04 October 2017
There is no denying the UK has an ageing population. There are currently 37% of adults aged over 55 with this figure expected to rise to 44% by 2039. So, with this age group representing such a high proportion of society why are older borrowers being left behind when it comes to mortgage lending?
This is an issue facing not only today’s older generation, but younger generations too. A combination of lack of supply and high prices means people are now more likely to rent for longer before being able to buy and as a result, the scheduled term for one in three mortgages agreed today exceeds current state pension age.
Lenders may be reluctant to move into the older borrower market due to the perceived risks of lending to older borrowers. There may be reputational risks of lending to vulnerable customers, however these can be mitigated by providing good quality advice, stringent affordability checks and flexibility within products. Other risks can be managed by ensuring the adviser understands the needs and circumstances of the borrower, for example understanding how changes to their lifestyle may affect their pension or state benefits.
Research shows that building societies can be seen to be doing more to help older borrowers in comparison to high street lenders, however high street lenders have proved to be able to offer more competitive rates. Although a number of lenders now offer mortgages beyond age 85, many of these have other criteria in the background which are likely to restrict borrowers from actually achieving this, including retirement income restrictions and maximum loan amounts. This proves that increasing age limits alone isn’t enough to help older borrowers.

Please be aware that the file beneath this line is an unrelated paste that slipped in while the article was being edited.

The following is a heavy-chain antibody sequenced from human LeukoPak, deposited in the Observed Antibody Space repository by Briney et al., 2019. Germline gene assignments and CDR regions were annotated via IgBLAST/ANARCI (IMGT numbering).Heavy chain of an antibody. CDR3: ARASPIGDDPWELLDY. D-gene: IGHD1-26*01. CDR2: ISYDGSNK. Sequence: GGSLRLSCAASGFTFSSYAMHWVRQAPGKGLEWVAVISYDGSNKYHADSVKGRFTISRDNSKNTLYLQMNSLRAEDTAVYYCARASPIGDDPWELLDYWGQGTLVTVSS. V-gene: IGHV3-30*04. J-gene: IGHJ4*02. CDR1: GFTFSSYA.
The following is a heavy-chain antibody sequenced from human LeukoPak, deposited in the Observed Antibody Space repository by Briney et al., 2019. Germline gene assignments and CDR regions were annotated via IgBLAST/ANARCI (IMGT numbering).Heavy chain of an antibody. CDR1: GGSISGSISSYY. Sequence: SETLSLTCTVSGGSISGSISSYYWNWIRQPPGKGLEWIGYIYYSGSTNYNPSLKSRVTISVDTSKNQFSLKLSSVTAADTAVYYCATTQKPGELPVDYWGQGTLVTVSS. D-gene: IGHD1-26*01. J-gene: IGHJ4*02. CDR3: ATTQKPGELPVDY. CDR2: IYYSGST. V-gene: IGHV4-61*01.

Consideration needs to be given to other aspects of lenders’ criteria to make lending into retirement easier to achieve. Lenders should reconsider their maximum loan sizes and LTV’s to allow older borrowers to borrow the funds they need where affordability in later life can be demonstrated. The number of lenders accepting sale of property as a suitable repayment vehicle for interest only mortgages has dropped in the last ten years, and for many older borrowers who are looking to downsize or move into other accommodation in their older age, an alternative to a capital and interest mortgage is welcomed. Building Societies are in a better position to offer these types of changes to older borrowers due to their common sense approach to underwriting and ability to judge each case on its own merits. However, lenders should be aware of the fine line between flexible products and irresponsible lending.
The added flexibility that would come from criteria reviews could also be beneficial to older ‘mortgage prisoners’ who cannot switch due to restrictions on age limits and maximum loan amounts.
Many regional building societies, including Tipton & Coseley Building Society, have specific products for older borrowers, but is there more can lenders do to help older borrowers?